And we have Doormat Boy, the viewpoint character.  He receives the tapes and starts listening, but can't bring himself to listen to more than five seconds at a time before anxiety takes over and he has to stop.  Here's where things become even more unbelievable.  Doormat Boy, we learn, is something like the ninth or tenth person to get the tapes.  The tapes have been passed around from teen to teen, and everyone keeps asking Doormat Boy if he's listened to "his" tape yet (the tape that talks about his role in Suicide Girl's death).  When he says he hasn't, the asker always shouts, "What are you waiting for?  You have to listen!!"  But Doormat Boy can't do it.  And why?  Because if he did, the show would be over.  The show needs him to listen to one tape per episode.  So, against human nature and every bit of reason in the universe, Doormat Boy listens to one bit at a time.

Doormat Boy always does what the person next to him says.  Suicide Girl orders him to be her friend, and so he does.  Football Boy's friends pressure him into drinking, so he chugs a beer.  And, of course, Suicide Girl orders him to listen to the tapes on the first cassette, and he does.  I heard that later he starts standing up for himself, but I wasn't willing to wait for it.

Suicide Girl herself is a nasty little bitch.  She's mean and snarky to her friends.  She walks all over Doormat Boy.  She calls him names (the fact that she calls him by a series of demeaning nicknames instead of his actual name turns into a running joke).  Whenever she asks him for advice and he gives it, she says something cruel to him in return, and when he finally gets up the gumption to protest about it, she simpers at him and walks away.  She starts arguments with her friends and parents over inconsequential matters just to have drama in the episode.  Bitchy, nasty, unlikable.  If I was supposed to feel sorry she was dead, by Episode 5 I wasn't.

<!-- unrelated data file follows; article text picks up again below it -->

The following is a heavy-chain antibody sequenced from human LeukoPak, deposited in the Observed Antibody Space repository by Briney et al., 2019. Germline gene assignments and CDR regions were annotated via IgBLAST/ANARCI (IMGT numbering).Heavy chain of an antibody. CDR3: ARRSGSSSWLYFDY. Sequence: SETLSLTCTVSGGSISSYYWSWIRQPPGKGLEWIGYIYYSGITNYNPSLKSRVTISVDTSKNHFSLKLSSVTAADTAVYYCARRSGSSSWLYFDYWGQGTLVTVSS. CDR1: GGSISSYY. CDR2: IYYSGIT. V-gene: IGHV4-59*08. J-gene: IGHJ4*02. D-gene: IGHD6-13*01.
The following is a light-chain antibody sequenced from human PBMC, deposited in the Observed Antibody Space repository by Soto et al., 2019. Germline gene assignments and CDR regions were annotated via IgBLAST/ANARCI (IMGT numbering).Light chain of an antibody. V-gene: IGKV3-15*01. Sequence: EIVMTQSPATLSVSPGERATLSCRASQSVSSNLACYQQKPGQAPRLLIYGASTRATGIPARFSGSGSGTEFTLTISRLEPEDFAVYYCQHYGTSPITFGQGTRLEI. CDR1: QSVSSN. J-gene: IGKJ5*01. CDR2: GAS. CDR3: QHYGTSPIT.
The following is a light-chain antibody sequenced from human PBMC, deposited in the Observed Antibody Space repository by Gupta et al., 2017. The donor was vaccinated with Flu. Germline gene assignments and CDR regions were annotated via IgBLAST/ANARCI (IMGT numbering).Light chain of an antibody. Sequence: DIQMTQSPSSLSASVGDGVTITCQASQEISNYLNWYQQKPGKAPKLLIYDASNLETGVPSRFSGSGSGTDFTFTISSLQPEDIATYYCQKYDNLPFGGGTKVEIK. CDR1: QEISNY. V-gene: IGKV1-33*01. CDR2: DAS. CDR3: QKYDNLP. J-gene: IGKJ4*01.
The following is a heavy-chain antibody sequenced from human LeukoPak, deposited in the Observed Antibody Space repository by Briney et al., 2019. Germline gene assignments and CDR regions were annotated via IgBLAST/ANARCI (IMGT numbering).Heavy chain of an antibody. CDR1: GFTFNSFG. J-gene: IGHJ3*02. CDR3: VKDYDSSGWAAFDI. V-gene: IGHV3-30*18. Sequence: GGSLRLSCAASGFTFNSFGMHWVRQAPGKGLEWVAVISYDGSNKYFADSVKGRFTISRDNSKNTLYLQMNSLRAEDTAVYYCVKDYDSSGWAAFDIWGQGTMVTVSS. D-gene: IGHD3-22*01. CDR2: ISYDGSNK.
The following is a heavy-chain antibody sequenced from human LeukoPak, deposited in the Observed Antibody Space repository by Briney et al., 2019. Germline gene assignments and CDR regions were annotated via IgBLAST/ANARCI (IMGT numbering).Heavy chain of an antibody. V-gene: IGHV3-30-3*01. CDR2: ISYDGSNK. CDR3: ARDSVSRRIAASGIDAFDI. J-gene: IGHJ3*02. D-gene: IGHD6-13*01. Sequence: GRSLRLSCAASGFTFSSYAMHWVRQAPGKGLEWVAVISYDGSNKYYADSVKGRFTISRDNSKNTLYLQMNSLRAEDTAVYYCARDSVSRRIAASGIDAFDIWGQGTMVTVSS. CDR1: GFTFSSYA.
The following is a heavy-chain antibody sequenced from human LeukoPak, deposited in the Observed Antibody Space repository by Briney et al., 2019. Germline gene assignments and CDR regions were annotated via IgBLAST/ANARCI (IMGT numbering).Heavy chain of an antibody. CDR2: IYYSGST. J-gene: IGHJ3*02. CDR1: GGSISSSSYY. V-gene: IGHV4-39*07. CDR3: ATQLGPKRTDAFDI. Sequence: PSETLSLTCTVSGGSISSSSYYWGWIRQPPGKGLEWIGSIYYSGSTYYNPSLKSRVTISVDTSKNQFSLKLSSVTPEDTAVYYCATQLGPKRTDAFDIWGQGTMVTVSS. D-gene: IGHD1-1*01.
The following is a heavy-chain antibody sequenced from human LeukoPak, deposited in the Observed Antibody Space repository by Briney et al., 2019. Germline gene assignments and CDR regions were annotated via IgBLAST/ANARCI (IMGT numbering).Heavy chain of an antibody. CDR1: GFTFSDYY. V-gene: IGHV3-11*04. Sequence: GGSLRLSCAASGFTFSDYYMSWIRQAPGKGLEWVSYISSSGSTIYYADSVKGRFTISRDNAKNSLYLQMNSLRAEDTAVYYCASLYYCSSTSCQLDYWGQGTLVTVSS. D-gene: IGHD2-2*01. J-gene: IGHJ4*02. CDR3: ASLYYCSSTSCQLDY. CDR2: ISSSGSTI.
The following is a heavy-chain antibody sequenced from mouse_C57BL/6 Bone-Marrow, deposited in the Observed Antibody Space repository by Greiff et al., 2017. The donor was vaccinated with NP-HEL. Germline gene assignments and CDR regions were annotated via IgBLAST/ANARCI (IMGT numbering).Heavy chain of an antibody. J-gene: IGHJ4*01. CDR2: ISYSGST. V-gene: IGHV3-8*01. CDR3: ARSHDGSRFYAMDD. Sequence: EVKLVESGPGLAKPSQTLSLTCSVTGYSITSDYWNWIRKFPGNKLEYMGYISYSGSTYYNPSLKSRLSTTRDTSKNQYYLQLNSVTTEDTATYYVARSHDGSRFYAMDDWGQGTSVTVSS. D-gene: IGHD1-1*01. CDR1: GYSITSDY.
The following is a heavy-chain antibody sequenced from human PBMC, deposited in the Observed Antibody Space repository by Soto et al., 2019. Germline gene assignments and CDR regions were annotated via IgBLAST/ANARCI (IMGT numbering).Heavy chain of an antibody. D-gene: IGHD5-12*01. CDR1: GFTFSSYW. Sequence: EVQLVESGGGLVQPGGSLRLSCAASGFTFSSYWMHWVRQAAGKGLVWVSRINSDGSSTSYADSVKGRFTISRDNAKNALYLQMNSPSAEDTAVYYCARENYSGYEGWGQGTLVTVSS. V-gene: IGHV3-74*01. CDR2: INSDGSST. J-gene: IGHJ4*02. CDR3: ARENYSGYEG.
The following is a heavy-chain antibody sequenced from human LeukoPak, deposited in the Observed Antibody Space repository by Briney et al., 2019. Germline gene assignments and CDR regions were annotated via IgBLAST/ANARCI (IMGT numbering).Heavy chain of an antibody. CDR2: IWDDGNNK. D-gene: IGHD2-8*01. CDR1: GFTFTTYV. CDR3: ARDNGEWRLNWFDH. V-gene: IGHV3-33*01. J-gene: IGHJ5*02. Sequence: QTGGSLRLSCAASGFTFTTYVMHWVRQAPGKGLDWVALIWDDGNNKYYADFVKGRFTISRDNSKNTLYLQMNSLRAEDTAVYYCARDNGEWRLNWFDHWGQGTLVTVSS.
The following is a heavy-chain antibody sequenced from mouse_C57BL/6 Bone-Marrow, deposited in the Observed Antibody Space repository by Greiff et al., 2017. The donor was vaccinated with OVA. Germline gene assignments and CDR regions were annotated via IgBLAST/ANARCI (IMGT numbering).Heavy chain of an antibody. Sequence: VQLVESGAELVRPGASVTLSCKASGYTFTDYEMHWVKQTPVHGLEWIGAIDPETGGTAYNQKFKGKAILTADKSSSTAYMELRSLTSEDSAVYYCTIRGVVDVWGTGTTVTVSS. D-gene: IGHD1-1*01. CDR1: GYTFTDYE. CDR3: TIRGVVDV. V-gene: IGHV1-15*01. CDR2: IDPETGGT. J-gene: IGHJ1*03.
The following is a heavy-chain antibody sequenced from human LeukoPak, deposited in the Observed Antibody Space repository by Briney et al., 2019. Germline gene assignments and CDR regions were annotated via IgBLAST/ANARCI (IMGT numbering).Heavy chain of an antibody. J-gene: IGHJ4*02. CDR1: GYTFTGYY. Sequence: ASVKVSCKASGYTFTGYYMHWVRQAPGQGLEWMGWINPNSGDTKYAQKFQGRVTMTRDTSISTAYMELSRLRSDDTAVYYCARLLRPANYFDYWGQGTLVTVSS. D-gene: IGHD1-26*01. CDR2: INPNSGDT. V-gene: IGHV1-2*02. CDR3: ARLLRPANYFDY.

I also couldn't swallow the idea that no one tells anyone else about the tapes.  Ten-odd teens have gotten hold of these tapes, and they've told their friends about them, but NOT ONE PARENT has learned of them?  No.  Just no.  Someone would talk about it to an adult.  Or an adult would find the tapes by accident and give a listen.  Or they'd stumble onto their teenager listening and demand to know what's going on.  ("Why are you listening to a tape?")  There's no way something like this would remain a secret when this many people know about it.  I've seen it in action.  Just last week at school, a kid kept spraying stink bomb aerosol in classes as a prank.  It was supposed to stay a huge secret who was doing it.  But within twenty minutes, someone ratted him out.  Someone ALWAYS talks.  Always.  The tapes would be public knowledge in a matter of hours.

And why DOES everyone do what Suicide Girl says on the tapes?  Sorry, hon, but you're dead.  You don't get to reach out of your grave and tell other people what to do.  If I got a bunch of cassettes from a dead person that said, "Go to Spot A in town and listen," I MIGHT continue listening, but I definitely wouldn't go to Spot A to do it.  My overall instinct would be to return the tapes to Suicide Girl's parents, untouched, or maybe to erase them and throw them out.  I certainly wouldn't obey orders from beyond the grave, if for no other reason than a feeling of "Fuck you."  Yet on this show, every single person follows orders.  Another point of disbelief.  No one erases the tapes or throws them away or says, "Fuck this!"?  Sure.

And Brian's role as Suicide Girl's father?  Well, he was barely given enough screen time for me to form an opinion.  He's an adult in a teen drama, so he'd shown up in maybe four scenes by the time I stopped watching.  I'm glad he got the chance to be on what's inexplicably a hit show, though.

When I got halfway through Episode 5, I realized I was watching the show out of a sense of duty more than any enjoyment, and that I actively disliked bringing it up on Netflix.  There was nothing redeeming in the show, nothing fun or interesting to watch, nothing that made me look forward to more.  The show actively pissed me off, in fact.  I decided to remove the show from my queue, and you know what?  I felt a strange sense of relief. 

No more banal adventures of Doormat Boy and Suicide Girl.